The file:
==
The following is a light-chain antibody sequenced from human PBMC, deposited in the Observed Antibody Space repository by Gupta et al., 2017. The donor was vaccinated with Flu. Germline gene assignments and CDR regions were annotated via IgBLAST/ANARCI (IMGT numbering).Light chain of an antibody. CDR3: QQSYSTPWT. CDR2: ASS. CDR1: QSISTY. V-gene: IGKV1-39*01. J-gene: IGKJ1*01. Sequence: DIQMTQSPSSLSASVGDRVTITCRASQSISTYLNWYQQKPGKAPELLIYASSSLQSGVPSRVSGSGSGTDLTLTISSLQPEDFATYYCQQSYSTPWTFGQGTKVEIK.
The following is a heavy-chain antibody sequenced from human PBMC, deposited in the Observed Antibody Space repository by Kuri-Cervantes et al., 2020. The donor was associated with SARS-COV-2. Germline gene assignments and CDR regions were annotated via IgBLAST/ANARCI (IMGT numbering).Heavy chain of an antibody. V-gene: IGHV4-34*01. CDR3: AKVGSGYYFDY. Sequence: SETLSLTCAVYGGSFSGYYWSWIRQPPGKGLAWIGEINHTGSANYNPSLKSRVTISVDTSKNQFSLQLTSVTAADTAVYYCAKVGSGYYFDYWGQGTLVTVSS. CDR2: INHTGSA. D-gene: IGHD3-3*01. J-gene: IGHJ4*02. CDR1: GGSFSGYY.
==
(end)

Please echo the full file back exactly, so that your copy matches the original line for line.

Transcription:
The following is a light-chain antibody sequenced from human PBMC, deposited in the Observed Antibody Space repository by Gupta et al., 2017. The donor was vaccinated with Flu. Germline gene assignments and CDR regions were annotated via IgBLAST/ANARCI (IMGT numbering).Light chain of an antibody. CDR3: QQSYSTPWT. CDR2: ASS. CDR1: QSISTY. V-gene: IGKV1-39*01. J-gene: IGKJ1*01. Sequence: DIQMTQSPSSLSASVGDRVTITCRASQSISTYLNWYQQKPGKAPELLIYASSSLQSGVPSRVSGSGSGTDLTLTISSLQPEDFATYYCQQSYSTPWTFGQGTKVEIK.
The following is a heavy-chain antibody sequenced from human PBMC, deposited in the Observed Antibody Space repository by Kuri-Cervantes et al., 2020. The donor was associated with SARS-COV-2. Germline gene assignments and CDR regions were annotated via IgBLAST/ANARCI (IMGT numbering).Heavy chain of an antibody. V-gene: IGHV4-34*01. CDR3: AKVGSGYYFDY. Sequence: SETLSLTCAVYGGSFSGYYWSWIRQPPGKGLAWIGEINHTGSANYNPSLKSRVTISVDTSKNQFSLQLTSVTAADTAVYYCAKVGSGYYFDYWGQGTLVTVSS. CDR2: INHTGSA. D-gene: IGHD3-3*01. J-gene: IGHJ4*02. CDR1: GGSFSGYY.